NEW YORK – Some of the nation's largest power companies on Thursday defended efforts to reduce carbon dioxide emissions (search), saying a lawsuit accusing them of neglecting the threat of global warming (search) seeks a "piecemeal response" to a worldwide problem.
In court papers filed in federal court in Manhattan, the companies said the July lawsuit brought by eight states wants the court to usurp the policy-setting role that Congress and the president have in dealing with global warming.
"The Constitution does not entrust such policy decisions to the unelected judiciary," the power companies said.
Connecticut Attorney General Richard Blumenthal, who announced the lawsuit in July, said the plaintiffs were not surprised by the response.
"It's entirely unmerited because our lawsuit makes clear and compelling claims under well-established federal law," he said. "We intend to pursue our case."
In court papers, the states noted that Congress has repeatedly studied the issue and chosen not to regulate carbon dioxide emissions to address global climate change.
The lawsuit seeks to force a reduction of carbon dioxide emissions by American Electric Power Co.; Cinergy Corp.; Southern Co.; Xcel Energy Inc.; and the Tennessee Valley Authority.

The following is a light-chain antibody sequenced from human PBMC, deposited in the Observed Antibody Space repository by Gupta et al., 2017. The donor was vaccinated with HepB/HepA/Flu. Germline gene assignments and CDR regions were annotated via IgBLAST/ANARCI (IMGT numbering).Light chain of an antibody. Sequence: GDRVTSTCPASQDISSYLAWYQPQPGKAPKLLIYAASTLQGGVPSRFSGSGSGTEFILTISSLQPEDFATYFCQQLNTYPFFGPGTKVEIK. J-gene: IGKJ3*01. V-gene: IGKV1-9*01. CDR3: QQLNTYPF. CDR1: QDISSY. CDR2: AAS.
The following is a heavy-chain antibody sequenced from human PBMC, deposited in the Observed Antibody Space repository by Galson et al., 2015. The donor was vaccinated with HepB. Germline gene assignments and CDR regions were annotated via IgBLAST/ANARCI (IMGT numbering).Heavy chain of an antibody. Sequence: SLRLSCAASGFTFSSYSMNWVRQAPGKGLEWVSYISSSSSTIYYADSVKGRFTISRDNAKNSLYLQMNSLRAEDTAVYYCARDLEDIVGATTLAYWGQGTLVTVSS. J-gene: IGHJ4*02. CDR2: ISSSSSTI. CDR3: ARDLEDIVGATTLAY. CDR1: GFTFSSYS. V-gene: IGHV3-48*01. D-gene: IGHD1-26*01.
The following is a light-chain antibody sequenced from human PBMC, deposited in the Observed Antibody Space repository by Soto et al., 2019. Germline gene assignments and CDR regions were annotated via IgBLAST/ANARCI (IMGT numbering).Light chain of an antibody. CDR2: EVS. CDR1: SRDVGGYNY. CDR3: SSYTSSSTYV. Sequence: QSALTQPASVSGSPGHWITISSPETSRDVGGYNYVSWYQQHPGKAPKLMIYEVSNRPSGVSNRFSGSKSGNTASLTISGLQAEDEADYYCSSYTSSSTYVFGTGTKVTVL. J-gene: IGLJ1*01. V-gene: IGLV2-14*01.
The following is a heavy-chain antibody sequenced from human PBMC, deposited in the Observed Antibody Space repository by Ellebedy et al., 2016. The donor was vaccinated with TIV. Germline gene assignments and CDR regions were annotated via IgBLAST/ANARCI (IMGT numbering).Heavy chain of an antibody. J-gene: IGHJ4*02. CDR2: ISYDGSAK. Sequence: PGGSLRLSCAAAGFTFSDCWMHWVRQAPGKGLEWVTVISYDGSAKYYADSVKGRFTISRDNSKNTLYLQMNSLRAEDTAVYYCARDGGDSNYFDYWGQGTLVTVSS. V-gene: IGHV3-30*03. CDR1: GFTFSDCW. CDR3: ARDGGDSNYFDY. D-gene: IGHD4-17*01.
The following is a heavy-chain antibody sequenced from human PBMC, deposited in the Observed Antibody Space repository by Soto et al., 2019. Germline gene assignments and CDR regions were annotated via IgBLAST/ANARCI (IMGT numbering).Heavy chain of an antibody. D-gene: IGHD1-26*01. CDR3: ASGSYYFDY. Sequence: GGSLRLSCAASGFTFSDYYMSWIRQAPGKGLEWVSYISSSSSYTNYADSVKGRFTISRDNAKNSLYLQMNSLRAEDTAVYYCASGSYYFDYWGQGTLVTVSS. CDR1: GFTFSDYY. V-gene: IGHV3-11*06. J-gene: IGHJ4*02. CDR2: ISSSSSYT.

The plaintiffs want a federal judge to force the power producers to reduce emissions 3 percent annually for 10 years.
Carbon dioxide is believed to be one of the main culprits of global warming (search). The greenhouse gas is produced when coal, gasoline and other fossil fuels burn. Climatologists forecast continued temperature increases that will cause rising tides, droughts and other climate disruptions if nothing is done.
The plaintiffs said in a statement this summer that CO2 emissions can be reduced by increasing efficiency at coal-burning plants, switching from coal to cleaner burning fuels, investing in energy conservation and using clean energy sources such as wind and solar power.
The states that filed the lawsuit include California, Connecticut, Iowa, New Jersey, New York, Rhode Island, Vermont and Wisconsin. New York City and three nonprofit land trusts also are part of the lawsuit.